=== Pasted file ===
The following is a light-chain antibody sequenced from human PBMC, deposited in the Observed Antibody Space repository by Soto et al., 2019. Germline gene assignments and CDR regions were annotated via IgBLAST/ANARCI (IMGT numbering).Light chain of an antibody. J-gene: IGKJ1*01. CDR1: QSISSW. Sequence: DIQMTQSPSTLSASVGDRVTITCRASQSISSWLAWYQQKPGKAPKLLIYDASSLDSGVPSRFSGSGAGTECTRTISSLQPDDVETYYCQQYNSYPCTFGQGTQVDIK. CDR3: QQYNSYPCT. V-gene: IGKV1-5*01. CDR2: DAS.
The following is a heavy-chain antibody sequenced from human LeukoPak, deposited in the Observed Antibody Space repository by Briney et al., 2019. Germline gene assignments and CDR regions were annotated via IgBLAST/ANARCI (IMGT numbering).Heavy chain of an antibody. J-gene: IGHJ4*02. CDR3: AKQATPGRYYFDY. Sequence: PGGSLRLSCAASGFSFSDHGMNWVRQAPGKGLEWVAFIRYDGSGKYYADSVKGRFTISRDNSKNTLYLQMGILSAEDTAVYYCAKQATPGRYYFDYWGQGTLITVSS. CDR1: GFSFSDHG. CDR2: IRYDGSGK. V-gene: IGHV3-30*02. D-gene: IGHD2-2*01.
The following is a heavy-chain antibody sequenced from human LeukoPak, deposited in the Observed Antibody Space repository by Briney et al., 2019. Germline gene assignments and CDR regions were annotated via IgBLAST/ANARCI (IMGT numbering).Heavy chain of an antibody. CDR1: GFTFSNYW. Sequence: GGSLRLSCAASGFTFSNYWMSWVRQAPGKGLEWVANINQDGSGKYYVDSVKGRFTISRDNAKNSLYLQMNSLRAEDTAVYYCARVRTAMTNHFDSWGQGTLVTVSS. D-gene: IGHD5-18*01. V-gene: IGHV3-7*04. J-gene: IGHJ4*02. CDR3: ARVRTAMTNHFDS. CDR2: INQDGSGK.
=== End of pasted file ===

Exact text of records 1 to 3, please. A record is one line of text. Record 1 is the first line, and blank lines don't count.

The following is a light-chain antibody sequenced from human PBMC, deposited in the Observed Antibody Space repository by Soto et al., 2019. Germline gene assignments and CDR regions were annotated via IgBLAST/ANARCI (IMGT numbering).Light chain of an antibody. J-gene: IGKJ1*01. CDR1: QSISSW. Sequence: DIQMTQSPSTLSASVGDRVTITCRASQSISSWLAWYQQKPGKAPKLLIYDASSLDSGVPSRFSGSGAGTECTRTISSLQPDDVETYYCQQYNSYPCTFGQGTQVDIK. CDR3: QQYNSYPCT. V-gene: IGKV1-5*01. CDR2: DAS.
The following is a heavy-chain antibody sequenced from human LeukoPak, deposited in the Observed Antibody Space repository by Briney et al., 2019. Germline gene assignments and CDR regions were annotated via IgBLAST/ANARCI (IMGT numbering).Heavy chain of an antibody. J-gene: IGHJ4*02. CDR3: AKQATPGRYYFDY. Sequence: PGGSLRLSCAASGFSFSDHGMNWVRQAPGKGLEWVAFIRYDGSGKYYADSVKGRFTISRDNSKNTLYLQMGILSAEDTAVYYCAKQATPGRYYFDYWGQGTLITVSS. CDR1: GFSFSDHG. CDR2: IRYDGSGK. V-gene: IGHV3-30*02. D-gene: IGHD2-2*01.
The following is a heavy-chain antibody sequenced from human LeukoPak, deposited in the Observed Antibody Space repository by Briney et al., 2019. Germline gene assignments and CDR regions were annotated via IgBLAST/ANARCI (IMGT numbering).Heavy chain of an antibody. CDR1: GFTFSNYW. Sequence: GGSLRLSCAASGFTFSNYWMSWVRQAPGKGLEWVANINQDGSGKYYVDSVKGRFTISRDNAKNSLYLQMNSLRAEDTAVYYCARVRTAMTNHFDSWGQGTLVTVSS. D-gene: IGHD5-18*01. V-gene: IGHV3-7*04. J-gene: IGHJ4*02. CDR3: ARVRTAMTNHFDS. CDR2: INQDGSGK.